March 1961 Popular Electronics
Table of Contents
Wax nostalgic about and learn from the history of early electronics. See articles
published October 1954 - April 1985. All copyrights are hereby acknowledged.
John T. Frye's "Carl &
Jerry" technodramas are always both eventful and instructive in the realm of
electronics and physics, but Mr. Frye really outdoes himself with this "A Low
Blow" episode from the March 1961 issue of Popular Electronics
magazine. The gist of the story is how they boys construct and use an
"infrasonic" microphone to detect low audio frequency sounds. Information
provided by the
National Bureau of Standards (NBS, now the National Institute of Standards
and Technology - NIST) served as the basis for designing and implementing a
measurement system that ultimately resulted in a situation which provided the
title "A Low Blow." You might be surprised to learn that low frequency sound
waves are subject to atmospheric properties similar to radio waves, which can
produce areal skipping and hopping phenomena where reception is possible only in
certain regions between the source and the receiver. This is a very
Carl & Jerry: A Low Blow
By John T. Frye W9EGV
It was two whole weeks since Carl and Jerry had talked face to face. Jerry had
been home from school sick with influenza, and the boys' parents had kept them apart
to prevent Carl's catching the virus infection. The two had managed to keep in touch
by chatting on the phone, by talking over their ham stations, and -since their bedroom
windows faced each other -even by blinking Morse code on flashlights from one window
to the other. But Jerry had finally recovered sufficiently to be down in his basement
laboratory this warm, windy Saturday morning, and to have Carl visit him.
"Hi, Jer," Carl said gruffly as he came in through the outside basement door.
"How's my puny pal? You look kinda pale around the gills."
Jerry turned away from the large, wide-mouthed glass jar sitting on the workbench
in front of him to bestow a fierce scowl on his friend.
"Don't 'puny pal' me, you big ox! Disgustingly healthy people make me sick!"
"Now, now, there" Carl murmured with mocking solicitude. "We mustn't get upset.
Remember: we are not well. And what are we doing with that goldfish bowl ?"
"I am getting ready to test my infrasonic microphone," Jerry said curtly, turning
back to the fishbowl that had a thin membrane of rubber stretched over the top.
Inside was a small, brass-topped glass jar containing some transistors and other
components mounted on a little circuit board. Two tiny twisted wires of the sort
used in record-player tone arms came out of a wax-sealed hole in the
bottom of the jar, ran up over the edge of the bowl beneath the rubber membrane,
and were connected to the input of a tape recorder sitting on the workbench.
"I need more information than that," Carl cheerfully confessed. "What is this
'infrasonic' jazz? I've never heard you mention a project like that before!"
"In physics you should have learned that sound recognized as such by the human
ear goes down in frequency to about 12-15 cycles," Jerry explained; "but there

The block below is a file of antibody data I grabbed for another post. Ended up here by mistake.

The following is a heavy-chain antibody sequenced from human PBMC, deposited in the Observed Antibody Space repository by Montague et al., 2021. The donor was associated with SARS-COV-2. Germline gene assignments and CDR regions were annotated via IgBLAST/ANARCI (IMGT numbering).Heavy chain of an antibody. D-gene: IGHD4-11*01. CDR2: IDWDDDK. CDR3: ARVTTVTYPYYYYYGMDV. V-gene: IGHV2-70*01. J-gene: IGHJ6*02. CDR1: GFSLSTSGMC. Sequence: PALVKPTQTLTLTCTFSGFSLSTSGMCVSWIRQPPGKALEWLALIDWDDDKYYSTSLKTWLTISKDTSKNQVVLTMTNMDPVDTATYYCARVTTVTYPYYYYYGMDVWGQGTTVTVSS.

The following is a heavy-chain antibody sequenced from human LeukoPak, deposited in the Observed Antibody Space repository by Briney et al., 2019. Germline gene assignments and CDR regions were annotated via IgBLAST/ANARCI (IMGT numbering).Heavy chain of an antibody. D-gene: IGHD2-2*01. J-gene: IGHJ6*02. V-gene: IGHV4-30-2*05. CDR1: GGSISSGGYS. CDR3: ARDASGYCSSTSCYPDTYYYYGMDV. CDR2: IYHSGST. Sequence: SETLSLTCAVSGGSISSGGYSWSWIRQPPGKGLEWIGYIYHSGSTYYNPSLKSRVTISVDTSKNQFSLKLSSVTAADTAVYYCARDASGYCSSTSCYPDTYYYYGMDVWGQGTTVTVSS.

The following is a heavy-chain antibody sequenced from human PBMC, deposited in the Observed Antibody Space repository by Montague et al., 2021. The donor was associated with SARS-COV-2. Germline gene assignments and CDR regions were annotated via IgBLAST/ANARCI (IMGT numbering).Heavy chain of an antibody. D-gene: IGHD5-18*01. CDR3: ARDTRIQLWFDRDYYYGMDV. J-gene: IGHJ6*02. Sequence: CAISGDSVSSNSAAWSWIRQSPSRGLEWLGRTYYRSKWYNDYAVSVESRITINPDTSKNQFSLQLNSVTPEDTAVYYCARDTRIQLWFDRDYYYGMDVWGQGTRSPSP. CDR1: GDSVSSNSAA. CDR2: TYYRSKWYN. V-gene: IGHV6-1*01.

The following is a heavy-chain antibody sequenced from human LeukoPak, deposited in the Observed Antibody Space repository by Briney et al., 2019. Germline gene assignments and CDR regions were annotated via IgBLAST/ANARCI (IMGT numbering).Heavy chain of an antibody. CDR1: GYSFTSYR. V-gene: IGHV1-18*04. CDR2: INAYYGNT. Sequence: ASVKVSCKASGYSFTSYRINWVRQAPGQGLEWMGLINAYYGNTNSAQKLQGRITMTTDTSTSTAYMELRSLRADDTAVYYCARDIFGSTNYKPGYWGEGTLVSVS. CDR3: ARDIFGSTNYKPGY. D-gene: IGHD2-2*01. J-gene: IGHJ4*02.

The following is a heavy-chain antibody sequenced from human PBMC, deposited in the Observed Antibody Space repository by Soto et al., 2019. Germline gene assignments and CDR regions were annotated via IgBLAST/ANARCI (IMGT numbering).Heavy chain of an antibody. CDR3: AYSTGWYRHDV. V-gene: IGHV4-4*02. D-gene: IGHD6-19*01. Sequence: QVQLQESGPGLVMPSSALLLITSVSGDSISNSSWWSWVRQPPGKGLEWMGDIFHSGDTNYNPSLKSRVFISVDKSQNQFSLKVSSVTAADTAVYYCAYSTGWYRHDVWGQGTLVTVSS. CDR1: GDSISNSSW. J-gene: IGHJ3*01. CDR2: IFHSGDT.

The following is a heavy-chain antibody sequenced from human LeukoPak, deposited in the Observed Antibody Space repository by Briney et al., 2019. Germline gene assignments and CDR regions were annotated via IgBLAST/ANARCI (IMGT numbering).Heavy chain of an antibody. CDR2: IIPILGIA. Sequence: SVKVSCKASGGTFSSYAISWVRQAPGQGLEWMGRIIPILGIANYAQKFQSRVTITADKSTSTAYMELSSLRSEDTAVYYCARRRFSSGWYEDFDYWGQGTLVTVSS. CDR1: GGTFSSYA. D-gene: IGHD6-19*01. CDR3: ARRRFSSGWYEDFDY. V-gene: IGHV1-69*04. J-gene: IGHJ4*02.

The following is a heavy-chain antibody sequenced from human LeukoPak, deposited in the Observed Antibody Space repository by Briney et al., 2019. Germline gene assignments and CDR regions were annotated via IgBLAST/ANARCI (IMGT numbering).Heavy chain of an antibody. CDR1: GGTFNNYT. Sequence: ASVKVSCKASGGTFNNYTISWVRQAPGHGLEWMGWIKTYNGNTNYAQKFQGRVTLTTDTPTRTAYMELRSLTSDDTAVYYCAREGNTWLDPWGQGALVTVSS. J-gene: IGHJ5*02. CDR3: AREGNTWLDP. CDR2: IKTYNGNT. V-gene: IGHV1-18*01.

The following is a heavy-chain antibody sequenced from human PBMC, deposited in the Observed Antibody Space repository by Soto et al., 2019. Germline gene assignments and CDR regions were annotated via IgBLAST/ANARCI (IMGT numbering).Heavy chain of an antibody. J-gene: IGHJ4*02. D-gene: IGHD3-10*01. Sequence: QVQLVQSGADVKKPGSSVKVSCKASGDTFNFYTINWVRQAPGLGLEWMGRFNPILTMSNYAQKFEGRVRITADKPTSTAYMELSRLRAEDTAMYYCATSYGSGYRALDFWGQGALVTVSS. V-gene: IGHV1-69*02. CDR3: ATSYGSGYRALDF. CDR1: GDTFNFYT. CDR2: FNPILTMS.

are other compression and rarefaction waves in the atmosphere at much lower frequencies.
These are called 'infrasonic waves,' and we are surrounded by them even when our
ears hear nothing.
They obey the same laws as sound waves: their speed varies as the product of
the square root of the absolute temperature and a constant related to the conducting
"At 32°F," he continued, warming to the subject, "sound travels about 1087 feet
per second in air, and the speed increases as the temperature rises. The rate at
which sound power is absorbed and dissipated into heat depends on the frequency.
The fraction of sound power absorbed per unit distance of propagation is roughly
proportional to the square of the frequency. That explains why you hear the bass
drum of an approaching band first, and it also means that only low inaudible frequencies
can be propagated great distances."
Carl started to say something, but Jerry didn't give him a chance.
"When the volcano Krakatoa exploded in 1883 in the East Indies, inaudible waves
from this disturbance traveled around the world several times with a pressure so
great that it produced readable deflections on barographs. The impact of the great
meteor that fell in Siberia in 1908 had the same result. During World War I, it
was noticed that cannon fire could be heard within a radius of 100 kilometers, and
often beyond 200 km., but not between 100 and 200 km."
"The sound waves must have been skipping the way our radio waves do," Carl noted.
"Exactly! Observers figured that something far above the earth must be deflecting
the sound waves back down. The only thing that could do so would be a layer of air
warmer than the air at the earth's surface which would speed up the top edge of
the sound wave entering it at an angle and bend the wave back toward the earth.
By listening for the lowest audible frequencies and by checking the transit time
of the wave from the source to the distant observer, those smart cookies figured
out where and how warm that layer of air had to be! Very recent information gathered
by our space probes confirmed their calculations.
"As you go up in a quiet atmosphere," Jerry went on, "the temperature falls sharply
at first and then zigzags back and forth until you reach an altitude of about 105
km. From that point on up, for at least a considerable distance, the temperature
increases steadily, reaching much higher values than here -"
"Just a cotton-picking minute," Carl interrupted. "You didn't know all this
when you got sick. How did you get so smart?"
"Some time back," Jerry explained, "I noticed a newspaper article about how the
National Bureau of Standards was carrying on experiments on the detection and recording
of infrasonic waves. I wrote the Bureau asking for more information, and Mr. Paul
Walsh and Mr. Donald M. Caldwell kindly sent me a lot of interesting information
about their installation near Washington, D. C."
"How do they work it?"
They have four infrasonic microphones set up at different locations several miles
apart. Signals from each mike are fed to a central location where they are amplified,